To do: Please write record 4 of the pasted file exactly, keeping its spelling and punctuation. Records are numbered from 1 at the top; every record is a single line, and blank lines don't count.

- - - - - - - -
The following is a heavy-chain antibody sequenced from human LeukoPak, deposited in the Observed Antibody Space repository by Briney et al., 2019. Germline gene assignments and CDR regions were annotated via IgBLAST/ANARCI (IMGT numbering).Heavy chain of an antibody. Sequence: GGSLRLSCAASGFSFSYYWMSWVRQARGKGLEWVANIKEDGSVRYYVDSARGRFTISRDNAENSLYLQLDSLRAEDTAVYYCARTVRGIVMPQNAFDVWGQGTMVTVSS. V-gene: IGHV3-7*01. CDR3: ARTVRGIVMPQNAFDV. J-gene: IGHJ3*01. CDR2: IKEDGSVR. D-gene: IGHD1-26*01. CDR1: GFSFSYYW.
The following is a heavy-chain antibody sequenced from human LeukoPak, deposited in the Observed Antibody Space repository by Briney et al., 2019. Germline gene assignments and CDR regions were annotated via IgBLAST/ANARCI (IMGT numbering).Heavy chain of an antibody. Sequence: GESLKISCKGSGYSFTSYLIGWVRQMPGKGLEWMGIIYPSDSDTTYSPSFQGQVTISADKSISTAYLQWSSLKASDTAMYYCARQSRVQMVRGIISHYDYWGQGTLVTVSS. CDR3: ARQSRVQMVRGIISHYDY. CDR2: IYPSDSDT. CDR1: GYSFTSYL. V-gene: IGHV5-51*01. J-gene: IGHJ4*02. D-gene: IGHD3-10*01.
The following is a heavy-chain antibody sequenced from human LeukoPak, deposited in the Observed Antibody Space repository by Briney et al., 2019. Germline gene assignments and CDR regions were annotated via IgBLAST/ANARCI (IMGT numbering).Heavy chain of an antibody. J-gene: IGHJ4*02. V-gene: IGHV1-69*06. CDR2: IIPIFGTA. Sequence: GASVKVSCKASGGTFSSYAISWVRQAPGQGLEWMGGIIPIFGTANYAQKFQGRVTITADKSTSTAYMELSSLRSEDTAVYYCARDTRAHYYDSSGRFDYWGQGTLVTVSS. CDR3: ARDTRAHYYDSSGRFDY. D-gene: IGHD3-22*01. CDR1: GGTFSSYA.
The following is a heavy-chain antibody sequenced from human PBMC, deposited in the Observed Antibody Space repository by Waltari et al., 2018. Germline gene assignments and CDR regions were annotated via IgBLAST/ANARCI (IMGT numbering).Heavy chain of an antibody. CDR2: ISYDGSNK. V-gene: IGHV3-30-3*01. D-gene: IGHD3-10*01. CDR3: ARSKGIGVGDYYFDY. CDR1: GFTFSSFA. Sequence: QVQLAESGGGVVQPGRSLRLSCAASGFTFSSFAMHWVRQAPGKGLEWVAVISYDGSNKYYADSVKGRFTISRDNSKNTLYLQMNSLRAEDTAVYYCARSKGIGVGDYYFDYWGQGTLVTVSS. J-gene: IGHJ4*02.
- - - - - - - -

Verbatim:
The following is a heavy-chain antibody sequenced from human PBMC, deposited in the Observed Antibody Space repository by Waltari et al., 2018. Germline gene assignments and CDR regions were annotated via IgBLAST/ANARCI (IMGT numbering).Heavy chain of an antibody. CDR2: ISYDGSNK. V-gene: IGHV3-30-3*01. D-gene: IGHD3-10*01. CDR3: ARSKGIGVGDYYFDY. CDR1: GFTFSSFA. Sequence: QVQLAESGGGVVQPGRSLRLSCAASGFTFSSFAMHWVRQAPGKGLEWVAVISYDGSNKYYADSVKGRFTISRDNSKNTLYLQMNSLRAEDTAVYYCARSKGIGVGDYYFDYWGQGTLVTVSS. J-gene: IGHJ4*02.